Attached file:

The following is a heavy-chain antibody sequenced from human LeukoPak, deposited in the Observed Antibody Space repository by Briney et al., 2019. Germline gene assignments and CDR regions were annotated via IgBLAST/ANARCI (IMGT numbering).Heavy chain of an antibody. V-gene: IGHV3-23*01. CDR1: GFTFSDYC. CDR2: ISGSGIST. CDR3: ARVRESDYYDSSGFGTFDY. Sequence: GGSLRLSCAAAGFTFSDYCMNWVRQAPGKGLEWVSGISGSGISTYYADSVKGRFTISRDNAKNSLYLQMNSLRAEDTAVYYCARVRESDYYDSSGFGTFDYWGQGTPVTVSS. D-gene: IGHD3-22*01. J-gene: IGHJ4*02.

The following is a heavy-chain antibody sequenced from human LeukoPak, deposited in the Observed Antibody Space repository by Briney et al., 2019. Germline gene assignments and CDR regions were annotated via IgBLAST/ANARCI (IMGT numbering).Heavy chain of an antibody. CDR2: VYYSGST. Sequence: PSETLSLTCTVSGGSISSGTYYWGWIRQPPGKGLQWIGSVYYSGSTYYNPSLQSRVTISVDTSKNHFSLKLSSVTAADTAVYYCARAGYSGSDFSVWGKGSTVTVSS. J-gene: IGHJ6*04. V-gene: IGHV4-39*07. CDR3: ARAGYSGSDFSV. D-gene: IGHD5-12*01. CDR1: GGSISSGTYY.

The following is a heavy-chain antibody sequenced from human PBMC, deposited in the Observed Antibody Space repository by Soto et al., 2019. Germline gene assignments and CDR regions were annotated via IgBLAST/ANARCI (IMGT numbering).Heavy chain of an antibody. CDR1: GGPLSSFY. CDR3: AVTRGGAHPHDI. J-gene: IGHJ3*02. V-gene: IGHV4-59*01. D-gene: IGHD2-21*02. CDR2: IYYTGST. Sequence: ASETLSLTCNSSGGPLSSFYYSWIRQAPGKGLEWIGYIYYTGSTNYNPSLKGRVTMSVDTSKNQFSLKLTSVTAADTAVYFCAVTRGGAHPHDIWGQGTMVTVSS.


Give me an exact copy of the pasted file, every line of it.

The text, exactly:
The following is a heavy-chain antibody sequenced from human LeukoPak, deposited in the Observed Antibody Space repository by Briney et al., 2019. Germline gene assignments and CDR regions were annotated via IgBLAST/ANARCI (IMGT numbering).Heavy chain of an antibody. V-gene: IGHV3-23*01. CDR1: GFTFSDYC. CDR2: ISGSGIST. CDR3: ARVRESDYYDSSGFGTFDY. Sequence: GGSLRLSCAAAGFTFSDYCMNWVRQAPGKGLEWVSGISGSGISTYYADSVKGRFTISRDNAKNSLYLQMNSLRAEDTAVYYCARVRESDYYDSSGFGTFDYWGQGTPVTVSS. D-gene: IGHD3-22*01. J-gene: IGHJ4*02.

The following is a heavy-chain antibody sequenced from human LeukoPak, deposited in the Observed Antibody Space repository by Briney et al., 2019. Germline gene assignments and CDR regions were annotated via IgBLAST/ANARCI (IMGT numbering).Heavy chain of an antibody. CDR2: VYYSGST. Sequence: PSETLSLTCTVSGGSISSGTYYWGWIRQPPGKGLQWIGSVYYSGSTYYNPSLQSRVTISVDTSKNHFSLKLSSVTAADTAVYYCARAGYSGSDFSVWGKGSTVTVSS. J-gene: IGHJ6*04. V-gene: IGHV4-39*07. CDR3: ARAGYSGSDFSV. D-gene: IGHD5-12*01. CDR1: GGSISSGTYY.

The following is a heavy-chain antibody sequenced from human PBMC, deposited in the Observed Antibody Space repository by Soto et al., 2019. Germline gene assignments and CDR regions were annotated via IgBLAST/ANARCI (IMGT numbering).Heavy chain of an antibody. CDR1: GGPLSSFY. CDR3: AVTRGGAHPHDI. J-gene: IGHJ3*02. V-gene: IGHV4-59*01. D-gene: IGHD2-21*02. CDR2: IYYTGST. Sequence: ASETLSLTCNSSGGPLSSFYYSWIRQAPGKGLEWIGYIYYTGSTNYNPSLKGRVTMSVDTSKNQFSLKLTSVTAADTAVYFCAVTRGGAHPHDIWGQGTMVTVSS.